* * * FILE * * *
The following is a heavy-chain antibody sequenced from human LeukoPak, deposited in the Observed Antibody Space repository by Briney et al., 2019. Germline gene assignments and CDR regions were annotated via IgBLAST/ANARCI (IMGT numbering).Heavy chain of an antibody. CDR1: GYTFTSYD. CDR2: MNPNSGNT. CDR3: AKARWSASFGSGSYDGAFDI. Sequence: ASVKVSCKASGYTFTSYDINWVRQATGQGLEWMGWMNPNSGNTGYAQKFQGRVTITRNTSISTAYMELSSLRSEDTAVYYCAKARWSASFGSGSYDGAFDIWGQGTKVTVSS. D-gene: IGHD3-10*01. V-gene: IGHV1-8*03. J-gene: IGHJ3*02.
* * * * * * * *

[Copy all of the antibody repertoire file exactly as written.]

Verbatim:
The following is a heavy-chain antibody sequenced from human LeukoPak, deposited in the Observed Antibody Space repository by Briney et al., 2019. Germline gene assignments and CDR regions were annotated via IgBLAST/ANARCI (IMGT numbering).Heavy chain of an antibody. CDR1: GYTFTSYD. CDR2: MNPNSGNT. CDR3: AKARWSASFGSGSYDGAFDI. Sequence: ASVKVSCKASGYTFTSYDINWVRQATGQGLEWMGWMNPNSGNTGYAQKFQGRVTITRNTSISTAYMELSSLRSEDTAVYYCAKARWSASFGSGSYDGAFDIWGQGTKVTVSS. D-gene: IGHD3-10*01. V-gene: IGHV1-8*03. J-gene: IGHJ3*02.